When Breastfeeding Hurts | Breastfeeding Tips for New Moms
Although the word on the street is that breastfeeding may hurt, the reality is that it isn't supposed to. While you might have some initial discomfort with breastfeeding, more intense or longer lasting pain can be a sign of a problem.
How much pain is too much pain?
Particularly in the early days of breastfeeding, the initial 30-60 seconds after your baby latches may feel a bit pinch-y, which is completely normal. Typically as the feeding continues, the baby loosens their latch and it becomes more comfortable. Pain that lasts the entire feeding or is severe could be a sign of a problem.
What do I do if my nipples are sore?
If your nipples are sore but the skin is intact, it's likely that they're adjusting to having a lot more action than they've ever had.
A shooting pain in the breast or nipple could indicate thrush, an overgrowth of yeast that can affect mothers' nipples in addition to babies' mouth and diaper area.
Cracked, bleeding, or blistered nipples are typically a sign of a poor latch which could be due to a variety of factors. Meeting with an IBCLC to determine the cause of the problem would be your best bet, but in the meantime, utilize some Earth Mama Angel Baby Nipple Butter, plain old coconut oil, or expressed milk to soothe and heal your nipples. You might also consider a prescription for All Purpose Nipple Ointment (APNO).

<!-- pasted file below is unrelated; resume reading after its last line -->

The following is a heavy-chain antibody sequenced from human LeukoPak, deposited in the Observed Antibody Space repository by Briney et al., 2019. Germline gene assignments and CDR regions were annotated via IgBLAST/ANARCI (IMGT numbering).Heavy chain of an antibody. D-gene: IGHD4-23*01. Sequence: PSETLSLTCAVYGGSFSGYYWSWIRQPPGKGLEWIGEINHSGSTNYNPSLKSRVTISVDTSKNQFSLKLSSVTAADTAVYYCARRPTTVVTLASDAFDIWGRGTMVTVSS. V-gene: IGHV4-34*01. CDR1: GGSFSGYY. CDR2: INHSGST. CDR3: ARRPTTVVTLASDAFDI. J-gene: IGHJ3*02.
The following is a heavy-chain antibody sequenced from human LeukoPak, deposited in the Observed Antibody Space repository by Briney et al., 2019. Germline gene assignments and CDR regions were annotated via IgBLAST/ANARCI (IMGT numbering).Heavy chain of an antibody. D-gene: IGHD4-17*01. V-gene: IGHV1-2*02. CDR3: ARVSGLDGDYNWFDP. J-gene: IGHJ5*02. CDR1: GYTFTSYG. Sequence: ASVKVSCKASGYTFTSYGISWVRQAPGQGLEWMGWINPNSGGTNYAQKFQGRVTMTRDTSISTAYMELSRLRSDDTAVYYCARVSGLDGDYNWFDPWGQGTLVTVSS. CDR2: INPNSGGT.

My breasts are sore--now what?!
Sore breasts could be a sign of thrush, as mentioned above, but typically sore breasts are due to engorgement, plugged ducts, or mastitis.
- Engorgement is an inflammatory process that often occurs within the first few days of mature milk "coming in." Cold packs, cabbage leaves, over the counter pain relievers, gentle breast massage, and frequent nursing are the best remedies for engorgement. If you're so engorged that your baby is having trouble latching, try reverse pressure softening.
- Plugged ducts occur when milk flow is obstructed. You will likely notice a hard knot where milk is "stuck." Frequent feeding, breast massage, and heat can assist with comfort and helping the plug to pass. To prevent future plugged ducts, massage while breastfeeding or pumping to make sure the breast is being fully drained, and take care that bra seams are not digging into specific areas of your breast.
- Mastitis is more serious than plugged ducts and involves an infection within the breast. The milk itself is not infected which is why it's best to continue breastfeeding or pumping to continue draining the breasts frequently. Comfort measures mentioned for plugged ducts can also be used, but it's important to contact your provider as it is likely you will be prescribed antibiotics.